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Tongues and Other Miraculous Gifts in the Second Through Nineteenth Centuries, Part 2: 3rd to the 5th Centuries


Hilary of Poitiers

In A.D. 356, just slightly more than one hundred years after Novatian wrote his treatise on the Trinity, Hilary of Poitiers wrote De Trinitate in answer to the Arian heresy that had become widespread in his day. Hilary also devotes a section of his work on the Trinity to the person and work of the Holy Spirit, and he also speaks of the operation of the miraculous gifts of the Spirit in the present tense. In Book Two of his work, sections 34 and 35, he quotes 1 Corinthians 12:4 – 11, which lists these gifts of the Spirit, and says, “let us, therefore, make use of such generous gifts.”33 Speaking of the Holy Spirit Himself as a gift, Hilary continues as follows:

The one gift, which is in Christ, is available to everyone in its entirety, and what is present in every place is given in so far as we desire to merit it. This is with us even to the consummation of the world; this is the consolation of our expectation; this, through the efficacy of the gifts, is the pledge of our future hope; this is the light of the mind, the splendor of the soul. For this reason we must pray for this Holy Spirit; we must strive to merit Him and to retain possession of Him by our belief in and observance of the commandments.34

In this passage, Hilary argues that the Holy Spirit is with us until the consummation of the age, and the very efficacy of the miraculous gifts of the Spirit is the pledge of our future hope of immortality.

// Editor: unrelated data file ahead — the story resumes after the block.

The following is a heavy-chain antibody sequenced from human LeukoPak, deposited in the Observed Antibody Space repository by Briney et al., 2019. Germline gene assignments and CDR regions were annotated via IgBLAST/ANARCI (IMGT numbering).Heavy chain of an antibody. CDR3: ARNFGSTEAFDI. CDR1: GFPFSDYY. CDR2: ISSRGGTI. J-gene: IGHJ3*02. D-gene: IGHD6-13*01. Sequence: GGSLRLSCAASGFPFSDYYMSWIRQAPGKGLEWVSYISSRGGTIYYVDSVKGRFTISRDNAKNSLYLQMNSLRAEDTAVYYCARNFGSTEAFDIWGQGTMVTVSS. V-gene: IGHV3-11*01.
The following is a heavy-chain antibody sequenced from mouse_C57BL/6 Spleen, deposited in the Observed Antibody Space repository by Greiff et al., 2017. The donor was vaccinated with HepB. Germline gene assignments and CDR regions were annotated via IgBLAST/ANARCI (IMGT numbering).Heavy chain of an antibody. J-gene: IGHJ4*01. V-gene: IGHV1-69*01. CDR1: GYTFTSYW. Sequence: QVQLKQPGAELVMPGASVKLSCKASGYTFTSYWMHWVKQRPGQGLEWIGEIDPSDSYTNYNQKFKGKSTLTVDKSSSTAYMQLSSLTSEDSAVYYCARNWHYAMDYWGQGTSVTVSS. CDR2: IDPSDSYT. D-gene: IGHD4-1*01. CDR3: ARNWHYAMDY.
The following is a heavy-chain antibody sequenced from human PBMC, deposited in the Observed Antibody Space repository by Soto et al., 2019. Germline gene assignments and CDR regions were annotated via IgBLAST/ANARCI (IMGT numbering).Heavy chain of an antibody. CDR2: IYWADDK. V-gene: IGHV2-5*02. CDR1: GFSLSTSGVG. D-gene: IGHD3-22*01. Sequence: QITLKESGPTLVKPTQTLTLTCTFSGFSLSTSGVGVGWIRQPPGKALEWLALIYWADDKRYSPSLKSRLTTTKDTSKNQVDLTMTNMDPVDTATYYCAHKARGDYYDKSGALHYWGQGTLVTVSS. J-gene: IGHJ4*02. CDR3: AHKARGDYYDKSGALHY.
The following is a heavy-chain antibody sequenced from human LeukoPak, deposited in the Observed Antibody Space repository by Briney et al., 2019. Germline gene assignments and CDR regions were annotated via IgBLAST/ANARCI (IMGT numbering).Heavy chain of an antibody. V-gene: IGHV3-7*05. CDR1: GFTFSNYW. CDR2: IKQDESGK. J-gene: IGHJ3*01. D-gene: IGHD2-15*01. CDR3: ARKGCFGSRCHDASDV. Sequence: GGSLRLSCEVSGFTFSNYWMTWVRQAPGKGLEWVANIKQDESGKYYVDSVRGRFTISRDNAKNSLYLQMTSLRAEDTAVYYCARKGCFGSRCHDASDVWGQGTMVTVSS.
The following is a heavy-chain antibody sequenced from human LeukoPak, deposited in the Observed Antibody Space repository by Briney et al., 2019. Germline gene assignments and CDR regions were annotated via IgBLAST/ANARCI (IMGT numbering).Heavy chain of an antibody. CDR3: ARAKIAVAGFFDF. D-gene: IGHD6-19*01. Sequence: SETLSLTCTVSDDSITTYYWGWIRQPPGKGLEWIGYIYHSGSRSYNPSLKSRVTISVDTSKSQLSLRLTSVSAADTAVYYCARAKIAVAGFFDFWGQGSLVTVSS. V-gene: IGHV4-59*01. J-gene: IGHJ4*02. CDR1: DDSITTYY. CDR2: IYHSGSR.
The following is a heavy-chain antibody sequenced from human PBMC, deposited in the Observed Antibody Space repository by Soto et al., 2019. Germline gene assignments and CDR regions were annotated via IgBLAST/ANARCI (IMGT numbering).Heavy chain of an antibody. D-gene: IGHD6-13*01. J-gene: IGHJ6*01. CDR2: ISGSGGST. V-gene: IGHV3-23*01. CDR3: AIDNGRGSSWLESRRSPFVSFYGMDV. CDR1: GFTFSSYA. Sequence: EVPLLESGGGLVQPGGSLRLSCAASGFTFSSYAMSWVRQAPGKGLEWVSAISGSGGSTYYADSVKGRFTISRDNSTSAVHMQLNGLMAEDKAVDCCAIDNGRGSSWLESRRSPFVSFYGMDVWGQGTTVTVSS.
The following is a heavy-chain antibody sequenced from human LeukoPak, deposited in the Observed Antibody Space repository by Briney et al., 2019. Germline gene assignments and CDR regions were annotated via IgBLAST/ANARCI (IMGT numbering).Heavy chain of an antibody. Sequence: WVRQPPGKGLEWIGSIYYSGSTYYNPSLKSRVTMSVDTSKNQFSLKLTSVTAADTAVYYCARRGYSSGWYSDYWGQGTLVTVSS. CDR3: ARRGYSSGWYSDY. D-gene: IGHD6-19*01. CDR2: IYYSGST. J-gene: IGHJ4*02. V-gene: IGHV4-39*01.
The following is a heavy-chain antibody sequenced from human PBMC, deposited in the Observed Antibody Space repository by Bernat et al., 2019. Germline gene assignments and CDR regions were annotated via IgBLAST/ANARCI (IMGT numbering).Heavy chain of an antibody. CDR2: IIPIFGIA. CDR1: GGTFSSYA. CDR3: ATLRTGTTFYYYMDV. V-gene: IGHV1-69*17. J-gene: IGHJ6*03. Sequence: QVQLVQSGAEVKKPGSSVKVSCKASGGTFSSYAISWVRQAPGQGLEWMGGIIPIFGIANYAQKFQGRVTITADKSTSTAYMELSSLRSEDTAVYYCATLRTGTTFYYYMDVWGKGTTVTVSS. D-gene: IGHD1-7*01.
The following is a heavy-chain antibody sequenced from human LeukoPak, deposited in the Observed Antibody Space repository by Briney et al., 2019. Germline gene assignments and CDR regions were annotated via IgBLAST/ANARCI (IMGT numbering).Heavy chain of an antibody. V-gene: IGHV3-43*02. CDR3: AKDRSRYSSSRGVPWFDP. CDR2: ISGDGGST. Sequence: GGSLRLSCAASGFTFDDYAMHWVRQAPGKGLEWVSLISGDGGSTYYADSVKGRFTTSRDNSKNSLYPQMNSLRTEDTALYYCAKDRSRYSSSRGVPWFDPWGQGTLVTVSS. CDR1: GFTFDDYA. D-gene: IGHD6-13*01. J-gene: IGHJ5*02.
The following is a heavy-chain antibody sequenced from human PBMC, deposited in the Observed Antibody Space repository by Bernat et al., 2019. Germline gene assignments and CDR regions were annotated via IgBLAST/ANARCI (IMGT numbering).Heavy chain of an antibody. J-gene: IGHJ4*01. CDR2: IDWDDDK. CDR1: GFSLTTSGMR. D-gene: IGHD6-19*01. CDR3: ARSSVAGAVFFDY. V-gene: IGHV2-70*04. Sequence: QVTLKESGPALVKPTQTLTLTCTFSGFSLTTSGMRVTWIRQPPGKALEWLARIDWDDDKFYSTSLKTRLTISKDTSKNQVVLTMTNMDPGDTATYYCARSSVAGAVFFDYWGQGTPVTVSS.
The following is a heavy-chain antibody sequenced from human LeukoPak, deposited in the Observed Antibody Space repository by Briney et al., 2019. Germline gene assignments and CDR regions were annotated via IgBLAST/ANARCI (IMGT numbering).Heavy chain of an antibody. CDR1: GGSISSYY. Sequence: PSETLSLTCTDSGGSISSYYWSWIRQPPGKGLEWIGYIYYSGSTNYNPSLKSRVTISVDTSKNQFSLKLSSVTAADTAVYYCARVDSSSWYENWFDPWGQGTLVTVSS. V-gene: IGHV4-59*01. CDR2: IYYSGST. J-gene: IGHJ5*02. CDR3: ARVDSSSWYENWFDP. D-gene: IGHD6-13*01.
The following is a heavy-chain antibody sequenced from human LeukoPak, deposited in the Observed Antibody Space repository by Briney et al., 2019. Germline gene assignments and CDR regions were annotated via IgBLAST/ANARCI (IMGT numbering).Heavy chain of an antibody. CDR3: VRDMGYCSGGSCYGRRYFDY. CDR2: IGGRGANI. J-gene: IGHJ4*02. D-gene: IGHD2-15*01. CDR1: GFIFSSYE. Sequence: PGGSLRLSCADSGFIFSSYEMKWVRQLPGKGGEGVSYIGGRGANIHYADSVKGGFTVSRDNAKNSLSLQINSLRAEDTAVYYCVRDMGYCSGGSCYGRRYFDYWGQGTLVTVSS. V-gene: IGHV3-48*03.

The following passage from a later section of Hilary’s work emphasizes both the immediacy of the operation of the gifts in his day and their miraculous nature:

The gift of the Spirit is not hidden where there is the word of wisdom and the words of life are heard, or where there is the perception of the divine knowledge in order that we may not be like animals, unaware of the Author of our life through our ignorance of God; or through faith in God in order that we may not be outside the Gospel of God by not believing the Gospel of God; or through the gift of healing in order that by the cure of infirmities we may render testimony to the grace of Him who has granted these gifts; or through the performance of miracles in order that the power of God may be recognized in what we are doing; or through prophecy in order that through our knowledge of the doctrine it may be known that we have been taught by God; or through the distinguishing of spirits in order that we may perceive whether anyone speaks through a holy or an evil spirit; or through the various kinds of languages in order that the sermons in these languages may be offered as a sign of the Holy Spirit who has been given; or in the interpretation of the languages in order that the faith of the hearers might not be endangered through ignorance, since the interpreter of a language makes it intelligible for those who are not familiar with the language. Hence, in all the diversities of these gifts, which have been granted for the profit of everyone, there is a manifestation of the Spirit. That is to say, through the miracles that have been granted for the profit of everyone the gift of the Holy Spirit does not remain hidden.35


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Category: Church History, Winter 1999

About the Author: Richard M. Riss (as of Fall 1998) is Assistant Professor of Church History at Zarephath Bible Institute in Zarephath, New Jersey. He holds a Master of Christian Studies degree from Regent College in Vancouver, British Columbia (1979) and a Master of Arts in Church History from Trinity Divinity School (1988). He is currently finishing a Ph.D. degree in Church History at Drew University in Madison, New Jersey. Richard M. Riss has authored several books including The Evidence of the Resurrection of Jesus Christ (1977), The Latter Rain Movement of 1948 and the Mid-Twentieth Century Evangelical Awakening (1987), A Survey of 20th-Century Revival Movements in North America and with Kathryn J. Riss, Images of Revival (1997).

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